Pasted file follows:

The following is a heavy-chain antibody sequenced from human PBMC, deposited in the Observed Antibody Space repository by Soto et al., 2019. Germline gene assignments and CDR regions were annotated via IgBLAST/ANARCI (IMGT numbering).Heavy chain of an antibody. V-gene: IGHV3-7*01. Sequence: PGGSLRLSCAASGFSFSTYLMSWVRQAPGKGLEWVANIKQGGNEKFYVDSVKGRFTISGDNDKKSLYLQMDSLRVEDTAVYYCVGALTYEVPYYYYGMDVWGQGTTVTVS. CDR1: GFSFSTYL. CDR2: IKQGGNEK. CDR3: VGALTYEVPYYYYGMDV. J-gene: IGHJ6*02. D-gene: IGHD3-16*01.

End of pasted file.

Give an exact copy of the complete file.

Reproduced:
The following is a heavy-chain antibody sequenced from human PBMC, deposited in the Observed Antibody Space repository by Soto et al., 2019. Germline gene assignments and CDR regions were annotated via IgBLAST/ANARCI (IMGT numbering).Heavy chain of an antibody. V-gene: IGHV3-7*01. Sequence: PGGSLRLSCAASGFSFSTYLMSWVRQAPGKGLEWVANIKQGGNEKFYVDSVKGRFTISGDNDKKSLYLQMDSLRVEDTAVYYCVGALTYEVPYYYYGMDVWGQGTTVTVS. CDR1: GFSFSTYL. CDR2: IKQGGNEK. CDR3: VGALTYEVPYYYYGMDV. J-gene: IGHJ6*02. D-gene: IGHD3-16*01.